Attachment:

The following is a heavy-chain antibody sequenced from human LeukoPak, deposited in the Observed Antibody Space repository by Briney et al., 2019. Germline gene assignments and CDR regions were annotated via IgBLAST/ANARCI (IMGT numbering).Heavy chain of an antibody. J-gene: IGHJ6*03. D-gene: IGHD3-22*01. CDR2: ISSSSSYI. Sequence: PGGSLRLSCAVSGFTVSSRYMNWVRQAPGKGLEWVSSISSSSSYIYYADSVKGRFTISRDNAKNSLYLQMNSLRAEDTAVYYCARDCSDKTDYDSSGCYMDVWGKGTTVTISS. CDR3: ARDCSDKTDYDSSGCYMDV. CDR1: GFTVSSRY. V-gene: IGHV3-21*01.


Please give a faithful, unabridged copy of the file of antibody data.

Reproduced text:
The following is a heavy-chain antibody sequenced from human LeukoPak, deposited in the Observed Antibody Space repository by Briney et al., 2019. Germline gene assignments and CDR regions were annotated via IgBLAST/ANARCI (IMGT numbering).Heavy chain of an antibody. J-gene: IGHJ6*03. D-gene: IGHD3-22*01. CDR2: ISSSSSYI. Sequence: PGGSLRLSCAVSGFTVSSRYMNWVRQAPGKGLEWVSSISSSSSYIYYADSVKGRFTISRDNAKNSLYLQMNSLRAEDTAVYYCARDCSDKTDYDSSGCYMDVWGKGTTVTISS. CDR3: ARDCSDKTDYDSSGCYMDV. CDR1: GFTVSSRY. V-gene: IGHV3-21*01.